Public schools raise funds by selling advertising on lockers, in notes to parents and even on the roof.
If you're a parent in Peabody, Mass., soon those permission slips and other school communications won't be brought to you by the letter "P" but by your local pizza parlor.
Desperate to raise money, the school district has decided to sell advertising to local businesses on the 10,000 communiques sent annually to the parents of elementary school students. The district hopes to raise $24,000 to plug holes in the budget.
The district is not alone. Public schools nationwide are earning money through all sorts of advertising, reports Christina Hoag of The Associated Press.
Don't want to talk to somebody? Pretend to be talking to someone else.
Quick poll: Who here has pretended to be texting or checking e-mail so you could avoid some kind of personal interaction?
Liars. I bet a whole bunch of you have done this. Heck, I've done it myself, albeit in a low-tech way. (More on that later.)
Melissa Ford wrote about "fauxting," or fake text-messaging, on BlogHer. She copped to doing it herself. But Ford isn't particularly happy about the trend, citing the potential "decline of civility and community" that could result from such closed-off public behavior.
Londoner crossed the U.S. on the cheap -- 5 weeks for less than $800. We can learn something from his methods.
The other day I was walking down the street when a young man approached me and asked directions to the nearest "tube station." I live in Boston, not London. Our subway is called the "T." I happened to be walking to the nearby station myself, so we walked together and got to chatting about travel, since he obviously wasn't from around here.
The young man was from London, it turned out, and had spent the summer traveling around the United States. He'd done it on the cheap: Five weeks of travel had cost him less than $800 for food, lodging and transportation.
Third major lender halts actions in 23 states. Action is likely to prolong the housing crisis, but will it help homeowners?
Bank of America has joined JPMorgan Chase and GMAC (now Ally) in stopping at least some foreclosures in the states where foreclosures go through the court system.
The paperwork issues that led to that moratorium are so common that other loan servicers are likely to follow suit, Gretchen Morgenson reports in The New York Times.
Speeding is as dangerous as it is costly, but some say speed traps are meant to raise money -- not protect the public good.
Technology is not only changing the way we do things, it's changing the way we avoid them. Take speeding tickets, for instance. Over the past year, one of the most popular (for motorists) and hated (for police) ways to avoid them is with a smart-phone app called Trapster.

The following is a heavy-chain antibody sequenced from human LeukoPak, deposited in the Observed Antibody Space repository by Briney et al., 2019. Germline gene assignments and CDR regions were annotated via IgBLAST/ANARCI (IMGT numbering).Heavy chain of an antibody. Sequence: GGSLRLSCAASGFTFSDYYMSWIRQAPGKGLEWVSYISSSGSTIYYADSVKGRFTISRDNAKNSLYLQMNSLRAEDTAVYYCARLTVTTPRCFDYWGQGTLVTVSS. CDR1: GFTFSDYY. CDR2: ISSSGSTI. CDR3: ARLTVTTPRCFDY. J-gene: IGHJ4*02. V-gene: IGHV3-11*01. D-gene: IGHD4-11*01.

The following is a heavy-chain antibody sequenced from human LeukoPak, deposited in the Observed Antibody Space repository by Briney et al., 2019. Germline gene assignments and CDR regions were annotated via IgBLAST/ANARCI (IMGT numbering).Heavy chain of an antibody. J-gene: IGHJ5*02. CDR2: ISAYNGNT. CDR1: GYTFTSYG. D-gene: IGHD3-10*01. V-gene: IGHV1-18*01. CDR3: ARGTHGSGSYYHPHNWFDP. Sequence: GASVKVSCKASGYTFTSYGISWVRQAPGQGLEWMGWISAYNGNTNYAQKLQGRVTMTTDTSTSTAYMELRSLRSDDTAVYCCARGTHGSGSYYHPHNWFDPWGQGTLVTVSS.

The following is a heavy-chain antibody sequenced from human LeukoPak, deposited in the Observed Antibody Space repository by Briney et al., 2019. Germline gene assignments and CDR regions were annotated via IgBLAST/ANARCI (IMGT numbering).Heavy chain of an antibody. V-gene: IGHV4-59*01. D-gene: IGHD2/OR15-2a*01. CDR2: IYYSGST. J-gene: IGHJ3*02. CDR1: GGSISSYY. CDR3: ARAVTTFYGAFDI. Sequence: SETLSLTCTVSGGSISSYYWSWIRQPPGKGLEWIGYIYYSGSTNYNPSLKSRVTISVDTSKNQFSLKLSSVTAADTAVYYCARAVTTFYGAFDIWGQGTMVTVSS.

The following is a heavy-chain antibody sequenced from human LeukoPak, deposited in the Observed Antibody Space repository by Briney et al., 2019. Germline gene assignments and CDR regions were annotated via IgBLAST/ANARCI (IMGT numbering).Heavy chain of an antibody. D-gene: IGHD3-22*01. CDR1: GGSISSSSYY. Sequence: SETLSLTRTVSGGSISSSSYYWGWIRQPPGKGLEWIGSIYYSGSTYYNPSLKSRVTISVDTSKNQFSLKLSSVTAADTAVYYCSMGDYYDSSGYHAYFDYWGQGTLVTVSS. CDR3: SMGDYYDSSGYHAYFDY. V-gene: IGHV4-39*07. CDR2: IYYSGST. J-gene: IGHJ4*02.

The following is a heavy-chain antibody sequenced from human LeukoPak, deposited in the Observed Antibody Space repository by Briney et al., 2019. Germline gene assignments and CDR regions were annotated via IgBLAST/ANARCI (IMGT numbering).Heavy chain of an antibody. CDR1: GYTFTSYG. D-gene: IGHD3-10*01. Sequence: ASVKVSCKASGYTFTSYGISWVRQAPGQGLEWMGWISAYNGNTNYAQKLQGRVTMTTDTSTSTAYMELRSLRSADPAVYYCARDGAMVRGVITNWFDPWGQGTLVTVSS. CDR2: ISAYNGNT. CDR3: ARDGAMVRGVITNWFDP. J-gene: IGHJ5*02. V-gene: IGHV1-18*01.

According to its developers, this free app "combines technologies such as GPS and wireless location, voice transcription, geocoding, reverse geocoding, and SMS, with a central database server. It communicates in real time, using the Internet." The result? Your smart-phone sounds an alarm when you're approaching a known speed trap.
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Airlines and hotels are slashing prices for students planning holiday travel.
A host of new -- and hard-to-find -- airfare deals could make flying Junior home for Thanksgiving cheaper this year, courtesy of an airline industry desperate for passengers. And in some cases, you don't even need to be a full-time student to take advantage of the discounts.
With domestic travel still below pre-recession levels, according to the U.S. Travel Association, travel companies are looking to college students (or their parents) to fill the empty seats.
Group advocating paid sick days for restaurant workers notes the risk to the public when people work sick.
As anyone who has ever worked in food service knows, if we thought about what really goes on in restaurants, most of us would never eat out.
A new report reminds us of two reasons:
- 63.6% of restaurant workers have prepared, cooked and served food while sick.
- 87.7% of restaurant workers don't get paid sick days.
The report, "Serving While Sick: High Risks & Low Benefits for the Nation's Restaurant Workforce, and Their Impact on the Consumer," (.pdf file) was compiled by Restaurant Opportunities Centers United, a group that advocates for the rights of restaurant workers.
Many consumers were hit with inaccurate Internet access charges.
Verizon Wireless has agreed to provide up to $90 million in refunds to consumers who were wrongly charged for accessing the Internet with their mobile phones.
"In October and November, we are notifying about 15 million customers, through their regular bill messages, that we are applying credits to their accounts due to mistaken past data charges," said Mary Coyne, deputy general counsel of Verizon Wireless. "We will mail former customers refund checks. In most cases, these credits are in the $2 to $6 range; some will receive larger credits or refunds."
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